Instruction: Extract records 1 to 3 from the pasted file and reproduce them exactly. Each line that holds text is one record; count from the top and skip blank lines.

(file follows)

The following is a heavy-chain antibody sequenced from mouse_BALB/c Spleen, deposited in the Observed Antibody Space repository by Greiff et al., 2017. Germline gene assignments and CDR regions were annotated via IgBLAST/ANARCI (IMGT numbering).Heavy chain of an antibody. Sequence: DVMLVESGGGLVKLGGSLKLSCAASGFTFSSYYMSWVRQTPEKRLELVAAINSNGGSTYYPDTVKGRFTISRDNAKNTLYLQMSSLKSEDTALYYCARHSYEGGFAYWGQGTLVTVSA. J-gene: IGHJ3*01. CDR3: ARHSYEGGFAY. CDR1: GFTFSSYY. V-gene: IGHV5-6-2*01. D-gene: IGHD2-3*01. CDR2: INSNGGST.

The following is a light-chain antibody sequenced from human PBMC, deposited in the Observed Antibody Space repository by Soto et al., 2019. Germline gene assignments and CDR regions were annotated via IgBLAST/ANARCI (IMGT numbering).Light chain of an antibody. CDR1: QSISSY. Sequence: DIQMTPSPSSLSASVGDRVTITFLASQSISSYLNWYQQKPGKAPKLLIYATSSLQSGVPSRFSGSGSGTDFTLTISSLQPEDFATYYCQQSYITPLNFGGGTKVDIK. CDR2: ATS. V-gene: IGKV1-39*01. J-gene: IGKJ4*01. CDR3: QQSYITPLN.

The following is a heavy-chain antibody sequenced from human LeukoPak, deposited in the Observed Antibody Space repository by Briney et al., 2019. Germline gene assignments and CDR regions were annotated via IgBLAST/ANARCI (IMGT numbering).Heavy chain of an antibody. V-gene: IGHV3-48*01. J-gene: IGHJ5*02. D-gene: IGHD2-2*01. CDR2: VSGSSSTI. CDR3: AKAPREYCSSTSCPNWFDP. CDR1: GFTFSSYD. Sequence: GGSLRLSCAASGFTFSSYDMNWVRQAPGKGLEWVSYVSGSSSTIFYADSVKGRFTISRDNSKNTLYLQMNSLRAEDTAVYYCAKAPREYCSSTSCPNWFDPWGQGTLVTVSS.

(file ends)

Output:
The following is a heavy-chain antibody sequenced from mouse_BALB/c Spleen, deposited in the Observed Antibody Space repository by Greiff et al., 2017. Germline gene assignments and CDR regions were annotated via IgBLAST/ANARCI (IMGT numbering).Heavy chain of an antibody. Sequence: DVMLVESGGGLVKLGGSLKLSCAASGFTFSSYYMSWVRQTPEKRLELVAAINSNGGSTYYPDTVKGRFTISRDNAKNTLYLQMSSLKSEDTALYYCARHSYEGGFAYWGQGTLVTVSA. J-gene: IGHJ3*01. CDR3: ARHSYEGGFAY. CDR1: GFTFSSYY. V-gene: IGHV5-6-2*01. D-gene: IGHD2-3*01. CDR2: INSNGGST.

The following is a light-chain antibody sequenced from human PBMC, deposited in the Observed Antibody Space repository by Soto et al., 2019. Germline gene assignments and CDR regions were annotated via IgBLAST/ANARCI (IMGT numbering).Light chain of an antibody. CDR1: QSISSY. Sequence: DIQMTPSPSSLSASVGDRVTITFLASQSISSYLNWYQQKPGKAPKLLIYATSSLQSGVPSRFSGSGSGTDFTLTISSLQPEDFATYYCQQSYITPLNFGGGTKVDIK. CDR2: ATS. V-gene: IGKV1-39*01. J-gene: IGKJ4*01. CDR3: QQSYITPLN.

The following is a heavy-chain antibody sequenced from human LeukoPak, deposited in the Observed Antibody Space repository by Briney et al., 2019. Germline gene assignments and CDR regions were annotated via IgBLAST/ANARCI (IMGT numbering).Heavy chain of an antibody. V-gene: IGHV3-48*01. J-gene: IGHJ5*02. D-gene: IGHD2-2*01. CDR2: VSGSSSTI. CDR3: AKAPREYCSSTSCPNWFDP. CDR1: GFTFSSYD. Sequence: GGSLRLSCAASGFTFSSYDMNWVRQAPGKGLEWVSYVSGSSSTIFYADSVKGRFTISRDNSKNTLYLQMNSLRAEDTAVYYCAKAPREYCSSTSCPNWFDPWGQGTLVTVSS.